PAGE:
12. Thanks Yasaman. I think you need both. Sensibility lets you intuitively understand your customers & market. Capabilities are raising money, recruiting, managing, guiding tech & product, etc. They end up being pretty different skills.

  13. Thanks Chris this is exactly how I need to express our team. So here goes and forgive the passion !

    We are older (average 40s), pretty bold and totally committed. We have exits behind us, infrastructure, global specialists in real niche IT, and contacts to die for and we aren’t going away. We have offers of funding, that we aren’t ready to take yet. And we have a technology that is *wincingly close* to product/market fit.
    So when will we see that fit ? – I’m guessing 3 months for first real traction. But could it be 18 months ? – certainly – it’s a big industry and market (energy efficiency B2B).
    Will we still be here when it happens ? – Scrub that – stupid question !
    So Chris – did I understand the concept ?

  14. I think so. Personally if I ever started a company again 1) I’d make sure I have sensibilities that fit the market (build a product I feel a need to personally use), 2) partner with the right people who compensate for my weaknesses 3) I’d try to wait as long as possibly to take funding, ideally post product-market fit. So I think we agree.

  15. That’s it 100% – nutshell…
    1) Consulted for 15 years and did some trial R&D in automating services (back in 2002) = scratch itch.

    2) UK Gov. sponsored PoC (2006) won national prizes – real world trials – not scalable.
    3) Waited – technology for scale and flexibility did not exist !

    4) Tech. resolved – set up a company to own IP,
    5) Cracked scalability.
    6) Now pulling in team from industry.
    7) Global top 100’s “saying” they will buy.

    Soon to go for Seed – Frightening as anything – but hey isn’t riding tigers supposed to be !

    PS European based so guess you are not in – otherwise a cool fit – *liked hunch* – some domain similarity !

  16. these are excellent points. Naivety has its advantages especially when trying new things in life. Too much experience is not always good (Nassim Taleb mentioned some of these concepts in Black Swan book)

  17. Great post Chris! My other co-founder, Tony, and I, realized part of this equation a few weeks ago. I’m not sure which part 🙂

    We’d be classified as inexperienced entrepreneurs. One thing we love about our inexperience is that we’re questioning everything, thus we learn so much, both about our market and ourselves. A few weeks ago, we made the best “pivot” we’ve made thus far – we analyzed our own personalities and modified our business model.

    We felt we weren’t performing at our best, and we couldn’t put our finger on why. We asked ourselves some hard questions such as “why don’t we put as much effort into this front as that one?” or “why does the vision seem cloudy at times?”. It was almost like therapy, and afterwards, things couldn’t be better. We’re making more progress, getting more traction, and maybe most importantly we’re happier than ever before. I’m not sure if you’d call this coming to our capabilities, our sensibilities, or some combination thereof, but it feels great!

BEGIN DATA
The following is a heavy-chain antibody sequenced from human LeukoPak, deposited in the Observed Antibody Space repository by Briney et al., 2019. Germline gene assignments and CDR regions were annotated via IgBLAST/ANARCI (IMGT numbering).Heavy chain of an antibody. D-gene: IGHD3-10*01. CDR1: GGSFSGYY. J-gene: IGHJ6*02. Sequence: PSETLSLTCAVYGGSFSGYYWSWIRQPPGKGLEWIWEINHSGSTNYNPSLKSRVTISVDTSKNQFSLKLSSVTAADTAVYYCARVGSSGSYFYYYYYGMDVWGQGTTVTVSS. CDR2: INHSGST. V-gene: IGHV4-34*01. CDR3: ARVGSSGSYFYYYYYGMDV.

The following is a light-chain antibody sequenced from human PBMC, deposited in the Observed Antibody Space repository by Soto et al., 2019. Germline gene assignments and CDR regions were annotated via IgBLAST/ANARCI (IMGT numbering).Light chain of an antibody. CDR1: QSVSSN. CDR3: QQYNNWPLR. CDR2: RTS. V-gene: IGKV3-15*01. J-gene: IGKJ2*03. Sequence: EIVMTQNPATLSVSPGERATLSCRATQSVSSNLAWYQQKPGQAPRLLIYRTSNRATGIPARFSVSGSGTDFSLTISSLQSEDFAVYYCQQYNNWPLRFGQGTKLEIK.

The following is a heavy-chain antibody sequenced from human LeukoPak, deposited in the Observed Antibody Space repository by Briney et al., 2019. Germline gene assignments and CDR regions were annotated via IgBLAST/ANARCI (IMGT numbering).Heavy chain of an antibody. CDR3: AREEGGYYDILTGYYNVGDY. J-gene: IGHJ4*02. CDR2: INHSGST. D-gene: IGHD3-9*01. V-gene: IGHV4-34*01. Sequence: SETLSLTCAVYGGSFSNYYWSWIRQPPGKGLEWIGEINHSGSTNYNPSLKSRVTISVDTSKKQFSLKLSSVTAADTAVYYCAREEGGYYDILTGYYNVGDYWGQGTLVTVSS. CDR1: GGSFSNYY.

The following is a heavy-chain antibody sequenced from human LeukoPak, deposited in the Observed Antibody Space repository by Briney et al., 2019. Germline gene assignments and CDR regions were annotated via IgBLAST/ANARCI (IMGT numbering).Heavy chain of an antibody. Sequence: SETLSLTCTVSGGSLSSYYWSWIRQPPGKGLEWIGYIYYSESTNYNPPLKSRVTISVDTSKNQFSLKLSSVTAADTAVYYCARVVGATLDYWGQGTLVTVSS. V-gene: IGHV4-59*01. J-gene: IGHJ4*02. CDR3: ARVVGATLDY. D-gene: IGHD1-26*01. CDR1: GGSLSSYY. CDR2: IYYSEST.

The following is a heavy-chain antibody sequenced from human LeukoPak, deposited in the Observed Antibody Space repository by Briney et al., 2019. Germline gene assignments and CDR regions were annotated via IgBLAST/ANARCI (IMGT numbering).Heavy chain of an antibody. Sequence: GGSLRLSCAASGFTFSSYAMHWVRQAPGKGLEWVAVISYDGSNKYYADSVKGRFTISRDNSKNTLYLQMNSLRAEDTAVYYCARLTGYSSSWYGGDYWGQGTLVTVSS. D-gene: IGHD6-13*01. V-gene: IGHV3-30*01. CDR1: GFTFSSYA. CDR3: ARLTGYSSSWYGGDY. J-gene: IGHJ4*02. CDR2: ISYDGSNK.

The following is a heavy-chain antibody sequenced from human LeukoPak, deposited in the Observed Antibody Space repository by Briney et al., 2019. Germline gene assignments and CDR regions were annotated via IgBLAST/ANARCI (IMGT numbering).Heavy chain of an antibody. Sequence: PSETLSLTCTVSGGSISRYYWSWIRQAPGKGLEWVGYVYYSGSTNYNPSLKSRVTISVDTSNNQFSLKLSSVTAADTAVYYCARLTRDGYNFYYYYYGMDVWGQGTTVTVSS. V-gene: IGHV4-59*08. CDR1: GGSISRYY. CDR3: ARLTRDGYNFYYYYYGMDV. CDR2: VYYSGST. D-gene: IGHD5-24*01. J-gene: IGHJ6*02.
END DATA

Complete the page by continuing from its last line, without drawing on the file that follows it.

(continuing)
18. JamesHRH says:

    It can get esoteric, but the only sound startup you Can build is the one that You can build.

    Trying to do something that is not instinctively you will lead to failure.

    Recognizing who you actually are is not common, for most people, before 20 (30? 45 tops, maybe).

  19. It’s great that you guys are flexible like that. The trick is balancing that with 1) knowing when you find something good and the focusing on that, and 2) being aware of your capabilities and whether you can do what you need to do to build something people love. If you don’t have the capabilities, think about bringing someone on to help.

  20. Chris – I wonder if you have any advice on team dynamics and tensions between sensitivity and capability.

    We are a team of 3 founders with (I believe) the right collective balance of sensibility and capability for the stuff we are working on.

    We experiment tension sometimes – eg capability-driven wants to get shit done, and thinks in terms of Trello boards, etc. Sensitivity-driven wants to look at the big picture and gets overwhelmed by thoroughness and needless small detail orientation.

    Other than consumer-tech startups, what other industries need this balance and have mastered “best practices” for dealing with it?

    Any other thoughts?

  21. Solid follow-up points. We’ve recently found ourselves a mentor we really respect to help address those points, and your advice aligns very much with his.

  22. That’s really hard and sometimes just comes down to personalities. Ultimately one person needs to be in charge (no co-CEOs!) and decide what to do.

  23. There´s a TED talk about the struggle between our “Present Self” vs. our “Future Self”

    How thinking in our today-happiness can or will affect our long term-happiness.

    I´m sure it all relates to: short term-incentives or rewards. We all have this dilemma, so it is not always about matching personalities in a team. Both sensible and capable founders´ might actually have this battle with themselves when thinking about their startup future.